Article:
11. Your brain will not allow you to forget traumatic experiences. Your mind refuses to block things out like a normal person would, so healing takes a great deal longer and the possibility of mental illness much greater. You may also have very early memories of childhood such as weeks or months old. You may even remember communicating in your head with full sentences before you’ve learned to speak words.

12. Your intuition is incredibly strong. You can sniff out a bad situation before it happens. Your instincts are rarely wrong and if they are, it’s usually because you have overridden them simply to give an individual the benefit of a doubt.

13. You’re able to create associations between people and or things and the stimuli that goes with them in very different ways. This makes folks with LLI inventors, theorists, novelists, and supreme problem solvers.

14. You may be great at driving, but new cities can trigger an anxiety attack due to the inability to control the influx of stimuli. Too many lights, cars, noises, details, possibilities. 

15. Sleep has eluded you since as far back as you can remember, partly because your brain doesn’t know it’s time to rest. All it knows is “GO.” Folks who have become a master of their LLI tend to be extremely hard workers, knowing that sheer exhaustion is the only thing that will make them fall asleep and stay asleep. Sleeping aids are usually ineffective.

16. You’re overly empathetic. You forgive people when they don’t deserve it because you’re worried about hurting the indirectly associated people.

17. You can very easily forget your train of thought and fall into a complete trance, not noticing you’ve gone completely immobile (unblinking even) until something jars your attention.

18. School is a challenge due to the way things are taught. You learn with visual and hands-on experience because you cannot focus on verbal lessons.

19. You can be very intolerant of teamwork, because the other members hold you back.

20. You absolutely despise stereotypes, limits and conforming. You never care about the same things  others do, which makes politics, gossip, and drama largely superfluous and annoying.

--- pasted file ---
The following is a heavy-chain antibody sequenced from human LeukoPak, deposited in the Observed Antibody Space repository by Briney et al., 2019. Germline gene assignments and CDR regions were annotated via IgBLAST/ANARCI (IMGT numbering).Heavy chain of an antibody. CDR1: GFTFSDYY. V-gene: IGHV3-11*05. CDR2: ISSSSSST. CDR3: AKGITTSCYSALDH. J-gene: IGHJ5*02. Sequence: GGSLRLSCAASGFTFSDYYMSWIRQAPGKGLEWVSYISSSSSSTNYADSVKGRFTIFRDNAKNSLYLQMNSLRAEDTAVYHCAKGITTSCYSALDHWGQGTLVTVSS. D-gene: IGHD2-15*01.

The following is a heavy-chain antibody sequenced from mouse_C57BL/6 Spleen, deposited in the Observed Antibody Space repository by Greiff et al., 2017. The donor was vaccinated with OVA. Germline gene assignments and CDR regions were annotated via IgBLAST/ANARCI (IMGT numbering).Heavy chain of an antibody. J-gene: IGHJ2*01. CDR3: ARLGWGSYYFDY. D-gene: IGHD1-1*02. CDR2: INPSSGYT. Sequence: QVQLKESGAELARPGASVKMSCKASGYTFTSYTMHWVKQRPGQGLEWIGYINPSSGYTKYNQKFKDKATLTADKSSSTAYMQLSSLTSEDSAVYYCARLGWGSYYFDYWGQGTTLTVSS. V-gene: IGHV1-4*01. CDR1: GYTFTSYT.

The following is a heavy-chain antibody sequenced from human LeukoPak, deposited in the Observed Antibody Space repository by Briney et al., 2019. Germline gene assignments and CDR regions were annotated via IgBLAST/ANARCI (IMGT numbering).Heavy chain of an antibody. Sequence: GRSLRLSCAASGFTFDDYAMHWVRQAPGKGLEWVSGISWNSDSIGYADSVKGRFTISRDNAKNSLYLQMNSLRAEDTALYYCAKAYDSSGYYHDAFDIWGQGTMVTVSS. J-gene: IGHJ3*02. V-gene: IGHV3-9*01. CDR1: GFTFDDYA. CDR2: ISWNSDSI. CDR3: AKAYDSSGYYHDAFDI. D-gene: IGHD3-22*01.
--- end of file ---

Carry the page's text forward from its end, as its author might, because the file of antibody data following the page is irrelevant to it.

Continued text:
21. You’re incredibly tactile. You must touch EVERYTHING and categorize it in a forever-growing encyclopedia, able to recall infallibly.

22. Some people will turn to drugs to reduce the constant barrage of stimuli, however, bizarre, life-altering side effects can occur.

23. Repetition can be infuriating. Various degrees of OCD is also likely to accompany LLI.

24. You reflexes are top-notch, because your brain processes possibilities far more quickly than other people. When things go south in a hurry, LLI folk’s reaction times and quick thinking can save lives.

 

SO, IS THIS YOU? If so, know that you’re not alone. Your LLI can be managed. Find and communicate with others like you and check out the LLI Facebook page. And follow these steps if you’re having difficulty controlling your anxiety or coping:

  1. Walk with your head down whenever possible to manually filter the stimuli, so to speak.
  2. Turn off the radio when you drive in unfamiliar cities.
  3. Eat espresso beans to marry your focus and the influx of stimuli for high performance situations.
  4. If you struggle with paying attention in meetings, draw. It keeps your wandering mind corralled.
  5. Keep a stress stone in your pocket to rub when you need to.
  6. Be wary of listening to too much depressing or rage music, since your mood is far more easily influenced.
  7. Work your ass off! Exhaust yourself. You’re more likely to fall asleep and stay asleep.
  8. Find a Jack-of-all-Trades job and keep it. You’ll train your brain to become more of a tool for you, rather than a weapon against you.
  9. Boring job? Write a novel.
  10. Force yourself to have some social interaction, even when you really don’t want to. It’ll help your social anxiety.

Now, may you feel empowered and confident enough to tap into that creativity you’ve locked away in an effort to appear normal. Use your LLI to write something great! And remember the wise words of creative genius, Albert Einstein: “The true sign of intelligence is not knowledge, but imagination.”